In recent weeks, we have been reflecting on the gathering that brought together many members of the province at Pilgrims Together: A Joyful Gathering with Ignatius of Loyola, held in Midland last July. This article will highlight the elements that emerged from the various testimonies, in light of the province’s document on apostolic discernment. This first gathering of the new Jesuit Province of Canada was a reminder and a confirmation of the importance of working collaboratively to carry out the Jesuit mission and journeying together towards the four universal apostolic preferences.
Towards greater humility
Pilgrims Together states, “Towards the end of the expanded consultation…an image emerged that seemed to capture some essential elements of our reflection and conversation: that of pilgrimage. For many of the Jesuits in the room, this image evoked the humility, poverty, and reliance on God alone experienced during our own pilgrimages as novices and tertians.”
The need for this spirit of humility that animates us as a province, as pilgrims journeying together, was raised several times. With the image of a humiliated Church, a Church wounded because of the behaviours of some of its members and the fragility of the Church, “we need to be aware that we are fragile and that as people of faith, this fragility gives us the opportunity to be more open, to trust more, to deepen our faith,” noted Fr. Lissaint Antoine, SJ, Provincial Secretary of the Jesuits of Canada.
In addition to the quadrilingual mass presided over by the superior of the Jesuits in Haiti, Jean-Denis Saint-Félix, one of the most striking moments of the meeting was the impromptu panel of people who had participated in various events of the papal penitential pilgrimage. The discussion opened the eyes of the participants to the way many Indigenous people experienced the pilgrimage and the Pope’s apology, but also to the pressing need to walk with Indigenous peoples.
The discussion opened the eyes of the participants to the way many Indigenous people experienced the pilgrimage and the Pope’s apology, but also to the pressing need to walk with Indigenous peoples.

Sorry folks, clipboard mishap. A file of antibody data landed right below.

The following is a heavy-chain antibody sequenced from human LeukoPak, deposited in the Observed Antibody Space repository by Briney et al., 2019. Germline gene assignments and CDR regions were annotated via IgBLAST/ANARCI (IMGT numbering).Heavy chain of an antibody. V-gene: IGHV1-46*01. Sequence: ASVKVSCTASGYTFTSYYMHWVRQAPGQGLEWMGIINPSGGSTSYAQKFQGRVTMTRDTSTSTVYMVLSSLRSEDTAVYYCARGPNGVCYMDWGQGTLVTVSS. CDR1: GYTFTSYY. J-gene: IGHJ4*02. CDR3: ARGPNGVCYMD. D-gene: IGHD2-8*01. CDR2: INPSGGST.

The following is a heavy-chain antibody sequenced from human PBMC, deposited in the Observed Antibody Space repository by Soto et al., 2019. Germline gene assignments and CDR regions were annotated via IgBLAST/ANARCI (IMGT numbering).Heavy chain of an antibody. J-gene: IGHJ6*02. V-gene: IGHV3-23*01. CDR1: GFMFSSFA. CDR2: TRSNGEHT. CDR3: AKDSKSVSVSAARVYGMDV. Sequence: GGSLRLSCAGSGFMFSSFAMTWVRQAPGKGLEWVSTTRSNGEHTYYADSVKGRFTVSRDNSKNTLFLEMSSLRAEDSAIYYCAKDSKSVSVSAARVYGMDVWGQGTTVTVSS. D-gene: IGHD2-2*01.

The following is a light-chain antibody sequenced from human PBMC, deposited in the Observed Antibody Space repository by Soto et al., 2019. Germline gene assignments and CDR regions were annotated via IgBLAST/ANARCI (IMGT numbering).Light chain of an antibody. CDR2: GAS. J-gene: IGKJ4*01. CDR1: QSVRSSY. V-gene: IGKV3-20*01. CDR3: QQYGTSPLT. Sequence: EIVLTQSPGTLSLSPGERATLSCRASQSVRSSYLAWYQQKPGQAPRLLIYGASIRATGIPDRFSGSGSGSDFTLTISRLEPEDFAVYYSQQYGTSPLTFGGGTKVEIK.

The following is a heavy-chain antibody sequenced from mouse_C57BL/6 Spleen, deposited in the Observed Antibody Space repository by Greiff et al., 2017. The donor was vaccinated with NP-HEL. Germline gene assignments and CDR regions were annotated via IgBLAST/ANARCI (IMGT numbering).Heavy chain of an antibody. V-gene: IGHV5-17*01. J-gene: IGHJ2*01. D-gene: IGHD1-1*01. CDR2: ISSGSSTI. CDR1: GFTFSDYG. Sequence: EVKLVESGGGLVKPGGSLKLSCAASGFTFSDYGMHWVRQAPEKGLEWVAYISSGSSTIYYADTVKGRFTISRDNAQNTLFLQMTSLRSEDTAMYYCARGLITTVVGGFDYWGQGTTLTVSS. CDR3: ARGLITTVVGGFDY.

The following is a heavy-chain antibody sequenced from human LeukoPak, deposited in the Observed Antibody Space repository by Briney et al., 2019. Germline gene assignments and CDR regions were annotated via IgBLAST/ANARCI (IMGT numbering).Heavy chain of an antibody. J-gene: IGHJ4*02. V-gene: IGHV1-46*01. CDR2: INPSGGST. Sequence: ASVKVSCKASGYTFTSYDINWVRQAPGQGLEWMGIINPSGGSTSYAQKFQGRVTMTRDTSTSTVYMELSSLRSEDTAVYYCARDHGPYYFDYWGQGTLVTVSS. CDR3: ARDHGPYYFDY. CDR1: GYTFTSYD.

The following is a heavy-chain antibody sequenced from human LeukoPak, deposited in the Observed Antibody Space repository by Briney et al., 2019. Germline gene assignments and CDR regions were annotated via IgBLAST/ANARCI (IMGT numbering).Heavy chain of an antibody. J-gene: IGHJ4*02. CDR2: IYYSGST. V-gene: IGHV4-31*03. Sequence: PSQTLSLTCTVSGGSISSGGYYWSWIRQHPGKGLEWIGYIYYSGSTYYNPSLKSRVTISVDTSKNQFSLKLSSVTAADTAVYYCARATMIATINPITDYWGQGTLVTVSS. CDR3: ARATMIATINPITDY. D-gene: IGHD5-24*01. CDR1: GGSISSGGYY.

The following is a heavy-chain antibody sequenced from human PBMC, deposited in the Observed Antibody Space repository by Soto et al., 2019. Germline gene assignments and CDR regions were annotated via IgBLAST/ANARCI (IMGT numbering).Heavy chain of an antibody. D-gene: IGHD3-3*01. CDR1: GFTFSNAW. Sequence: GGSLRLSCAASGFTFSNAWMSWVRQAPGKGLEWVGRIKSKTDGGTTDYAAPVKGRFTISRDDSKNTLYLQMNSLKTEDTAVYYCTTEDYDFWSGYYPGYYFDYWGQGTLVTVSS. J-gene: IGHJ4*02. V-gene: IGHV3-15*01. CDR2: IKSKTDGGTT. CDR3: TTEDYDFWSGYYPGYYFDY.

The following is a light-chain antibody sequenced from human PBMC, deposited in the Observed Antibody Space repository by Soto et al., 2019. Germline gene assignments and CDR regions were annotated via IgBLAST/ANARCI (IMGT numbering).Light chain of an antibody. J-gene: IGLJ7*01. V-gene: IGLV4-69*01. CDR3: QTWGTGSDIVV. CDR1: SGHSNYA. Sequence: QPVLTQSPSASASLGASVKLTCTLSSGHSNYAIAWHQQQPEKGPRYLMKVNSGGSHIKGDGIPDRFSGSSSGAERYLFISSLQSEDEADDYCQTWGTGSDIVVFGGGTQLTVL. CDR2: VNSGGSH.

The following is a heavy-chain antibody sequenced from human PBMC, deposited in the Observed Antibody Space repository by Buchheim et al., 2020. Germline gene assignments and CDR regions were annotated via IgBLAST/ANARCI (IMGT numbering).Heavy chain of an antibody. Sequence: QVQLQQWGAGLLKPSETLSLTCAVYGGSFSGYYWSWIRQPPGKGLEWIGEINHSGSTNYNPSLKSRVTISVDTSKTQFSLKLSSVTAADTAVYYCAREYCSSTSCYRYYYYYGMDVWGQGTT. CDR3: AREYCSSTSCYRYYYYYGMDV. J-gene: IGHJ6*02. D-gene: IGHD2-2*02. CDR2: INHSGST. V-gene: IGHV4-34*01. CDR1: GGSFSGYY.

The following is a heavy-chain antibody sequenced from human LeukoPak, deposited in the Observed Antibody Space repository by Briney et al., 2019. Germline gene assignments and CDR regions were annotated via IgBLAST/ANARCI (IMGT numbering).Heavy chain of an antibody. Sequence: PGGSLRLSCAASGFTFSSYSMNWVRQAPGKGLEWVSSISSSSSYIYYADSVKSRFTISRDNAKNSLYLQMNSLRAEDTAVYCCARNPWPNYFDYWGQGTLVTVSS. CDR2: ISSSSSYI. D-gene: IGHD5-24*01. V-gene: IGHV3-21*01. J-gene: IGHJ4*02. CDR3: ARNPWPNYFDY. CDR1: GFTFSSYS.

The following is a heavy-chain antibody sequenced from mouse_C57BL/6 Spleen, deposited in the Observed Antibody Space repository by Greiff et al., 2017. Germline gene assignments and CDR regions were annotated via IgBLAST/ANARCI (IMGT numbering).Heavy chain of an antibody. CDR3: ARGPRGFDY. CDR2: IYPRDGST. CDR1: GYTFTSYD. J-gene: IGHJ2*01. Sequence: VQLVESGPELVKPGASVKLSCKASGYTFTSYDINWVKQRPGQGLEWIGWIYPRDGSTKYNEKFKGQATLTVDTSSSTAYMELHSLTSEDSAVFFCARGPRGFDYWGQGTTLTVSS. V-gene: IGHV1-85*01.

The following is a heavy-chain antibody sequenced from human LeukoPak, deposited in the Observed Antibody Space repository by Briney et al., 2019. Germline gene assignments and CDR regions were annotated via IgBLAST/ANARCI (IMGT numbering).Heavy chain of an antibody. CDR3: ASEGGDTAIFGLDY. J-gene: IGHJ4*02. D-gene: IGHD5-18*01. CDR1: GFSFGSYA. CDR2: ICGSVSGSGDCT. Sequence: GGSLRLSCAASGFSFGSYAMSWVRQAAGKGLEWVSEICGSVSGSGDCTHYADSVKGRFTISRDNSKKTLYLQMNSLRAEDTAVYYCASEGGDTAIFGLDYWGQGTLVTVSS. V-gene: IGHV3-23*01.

A spirit of collaboration
As Jaeison Monteiro, SJ, and Pilgrims Together mentioned, laypeople are important to the Jesuit mission and share that mission. Tevfik Karatop, project manager at Jesuit Refugee Service, has seen just that: “people embracing their vocation, whether as Jesuits or as laypeople,” and it made an impression on him. Annette Marie Mallay, head of administration, Ignatian identity and student formation at St. Bonaventure’s College, also appreciated this spirit of encounter within the Ignatian community. She was able to reconnect “with others who have the same Ignatian values, mission, and experiences.” The meeting in Midland, where lay and consecrated men and women were able to share together, was clearly in the spirit of the province’s document on apostolic discernment.
Pilgrims Together, in reflecting on the process that led to the final document, also explains that, “Throughout the process of discernment, many people noted the frankness, vulnerability, and trust that characterized our conversations. This is a source of genuine gratitude. As a result, the fruits of our discernment are a realistic assessment of where we really are, of our limitations, and also of the way in which the Spirit has already given flesh to the UAPs among us.” That same spirit of trust and candid conversation was found at Midland. “The Holy Spirit was there,” noted Scott McMaster, director of the Advancement Office of the Jesuits in Canada. The collaboration was seen in the hospitality and heartfelt discussions among all the participants. André Brouillette, SJ, in presenting with others various perspectives of the future Church, stressed that we are called to be ever more collaborative.
The collaboration was seen in the hospitality and heartfelt discussions among all the participants.
“The image of an apostolic pilgrimage transforms the diminishment of our means from a problem to be overcome to a gift that lightens the load and keeps us attentive to the signs that show us the way with Jesus on mission. On pilgrimage, we are beggars who rely on the kindness of others and who learn from others the goodness of God. A pilgrim can identify the direction that she or he is called to follow in the present but has at best only a general sense of the destination. When one is on pilgrimage, the temptation lies in wanting to see the entire journey in order to control it; consolation lies in the openness to take another small step in the direction that is indicated. For us as pilgrims, secular society is the gift of a place within which to journey.” – Pilgrims Together.
The meeting in Midland allowed us to take a step towards the universal apostolic preferences. But much remains to be done: “We need to do more, and we need to work for truth and reconciliation,” said Ms. Mallay. And as Rosella Kinoshameg, DOS, noted, “The Pope’s talks were not even a first step towards reconciliation. He has simply lifted his foot. We need to put that foot down on the ground and keep moving forward.”